it should compile OK and can then be accessed by Font[(x*8)|y] instead of Font[x][y]. As your second dimension is a power of two, left shift could be used instead to save a multiplication i.e, Font[(x<<3)|y] and depending on how good the compiler's optimisation actually is, may actually be what the first version generates. If you need to access more than 31 8x8 characters, you will need two or more font arrays and it will get a lot more ugly as ROM pointers are not supported.

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tut,

 

the reason for the 31 character limit is simple. I thought an Array of an 8-bit *type* simply meant that it had to be a char array, not that it was actually limited to 256 bits. If the latter, that explains the 31 character limit.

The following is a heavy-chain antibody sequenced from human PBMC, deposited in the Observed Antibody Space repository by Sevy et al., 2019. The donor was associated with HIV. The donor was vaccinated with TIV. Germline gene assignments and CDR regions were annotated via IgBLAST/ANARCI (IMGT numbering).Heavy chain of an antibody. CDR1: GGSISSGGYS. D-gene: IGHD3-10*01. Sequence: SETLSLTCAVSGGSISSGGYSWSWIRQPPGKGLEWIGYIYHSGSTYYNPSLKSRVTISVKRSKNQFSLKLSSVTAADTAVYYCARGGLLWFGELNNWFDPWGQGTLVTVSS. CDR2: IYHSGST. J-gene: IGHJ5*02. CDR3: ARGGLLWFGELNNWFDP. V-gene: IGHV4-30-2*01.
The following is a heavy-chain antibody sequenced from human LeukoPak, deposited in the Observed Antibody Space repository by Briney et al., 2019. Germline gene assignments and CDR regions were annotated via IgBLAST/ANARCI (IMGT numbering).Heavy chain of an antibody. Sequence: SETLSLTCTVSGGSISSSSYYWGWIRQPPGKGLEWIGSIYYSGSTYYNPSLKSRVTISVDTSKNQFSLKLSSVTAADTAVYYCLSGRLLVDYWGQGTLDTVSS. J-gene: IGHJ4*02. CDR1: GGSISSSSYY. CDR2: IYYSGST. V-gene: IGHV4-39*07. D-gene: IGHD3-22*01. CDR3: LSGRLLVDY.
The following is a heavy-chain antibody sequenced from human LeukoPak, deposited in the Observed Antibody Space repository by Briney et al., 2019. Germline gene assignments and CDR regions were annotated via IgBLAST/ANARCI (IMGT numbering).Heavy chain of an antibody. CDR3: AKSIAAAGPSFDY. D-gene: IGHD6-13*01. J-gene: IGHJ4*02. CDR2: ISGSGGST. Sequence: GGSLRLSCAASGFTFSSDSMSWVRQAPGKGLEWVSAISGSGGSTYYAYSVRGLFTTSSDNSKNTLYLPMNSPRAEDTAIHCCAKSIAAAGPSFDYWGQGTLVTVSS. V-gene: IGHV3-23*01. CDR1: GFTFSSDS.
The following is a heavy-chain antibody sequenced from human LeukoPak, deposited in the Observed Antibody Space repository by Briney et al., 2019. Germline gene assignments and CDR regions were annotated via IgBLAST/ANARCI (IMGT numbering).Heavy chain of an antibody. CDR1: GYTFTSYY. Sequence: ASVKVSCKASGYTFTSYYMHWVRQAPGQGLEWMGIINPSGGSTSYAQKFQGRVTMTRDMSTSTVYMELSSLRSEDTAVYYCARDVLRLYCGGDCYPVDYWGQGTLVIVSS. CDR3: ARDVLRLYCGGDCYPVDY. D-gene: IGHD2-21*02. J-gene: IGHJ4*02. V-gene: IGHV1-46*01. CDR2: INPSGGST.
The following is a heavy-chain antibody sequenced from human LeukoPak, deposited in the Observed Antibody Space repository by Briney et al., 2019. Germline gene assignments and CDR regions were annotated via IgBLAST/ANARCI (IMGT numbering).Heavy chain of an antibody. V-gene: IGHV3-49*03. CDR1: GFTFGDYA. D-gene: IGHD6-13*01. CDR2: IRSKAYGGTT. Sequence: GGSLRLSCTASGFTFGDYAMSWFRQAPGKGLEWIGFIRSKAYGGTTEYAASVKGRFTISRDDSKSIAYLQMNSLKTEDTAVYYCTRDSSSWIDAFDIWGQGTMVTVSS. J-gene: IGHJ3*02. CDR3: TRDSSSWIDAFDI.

Thanks,

 

Brian

 

ROM Arrays are limited to 8 bit types. I seem to recall that C implements multidimensional arrays as an array of arrays. Obviously any array cannot be fitted in 8 bits so no multidimensional ones are possible. I think there is also a further limitation to one page of ROM per array in the current version of the compiler.

 

This is *NOT* going to require a major rework of your code as if you strip all the inner {} from your definition so it reads

/ BEGIN FONTS
rom unsigned char Font []=
{0x05, 0x30, 0x0E, 0x09, 0x0E, 0x30, 0x00, 0x00, // Code for char A
...
0x05, 0x31, 0x29, 0x25, 0x23, 0x21, 0x00, 0x00 // Code for char Z
};
// End Fonts

it should compile OK and can then be accessed by Font[(x*8)|y] instead of Font[x][y]. As your second dimension is a power of two, left shift could be used instead to save a multiplication i.e, Font[(x<<3)|y] and depending on how good the compiler's optimisation actually is, may actually be what the first version generates. If you need to access more than 31 8x8 characters, you will need two or more font arrays and it will get a lot more ugly as ROM pointers are not supported.